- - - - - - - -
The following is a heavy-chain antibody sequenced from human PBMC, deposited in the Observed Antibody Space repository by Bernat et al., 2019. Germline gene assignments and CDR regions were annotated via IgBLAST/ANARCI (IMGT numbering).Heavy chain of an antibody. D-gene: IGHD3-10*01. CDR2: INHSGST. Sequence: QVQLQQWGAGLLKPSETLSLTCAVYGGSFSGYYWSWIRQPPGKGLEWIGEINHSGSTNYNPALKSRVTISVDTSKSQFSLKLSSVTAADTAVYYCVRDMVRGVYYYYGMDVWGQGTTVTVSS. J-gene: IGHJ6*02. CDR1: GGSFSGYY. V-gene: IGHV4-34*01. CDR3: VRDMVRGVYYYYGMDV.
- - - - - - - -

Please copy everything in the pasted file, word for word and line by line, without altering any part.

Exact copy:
The following is a heavy-chain antibody sequenced from human PBMC, deposited in the Observed Antibody Space repository by Bernat et al., 2019. Germline gene assignments and CDR regions were annotated via IgBLAST/ANARCI (IMGT numbering).Heavy chain of an antibody. D-gene: IGHD3-10*01. CDR2: INHSGST. Sequence: QVQLQQWGAGLLKPSETLSLTCAVYGGSFSGYYWSWIRQPPGKGLEWIGEINHSGSTNYNPALKSRVTISVDTSKSQFSLKLSSVTAADTAVYYCVRDMVRGVYYYYGMDVWGQGTTVTVSS. J-gene: IGHJ6*02. CDR1: GGSFSGYY. V-gene: IGHV4-34*01. CDR3: VRDMVRGVYYYYGMDV.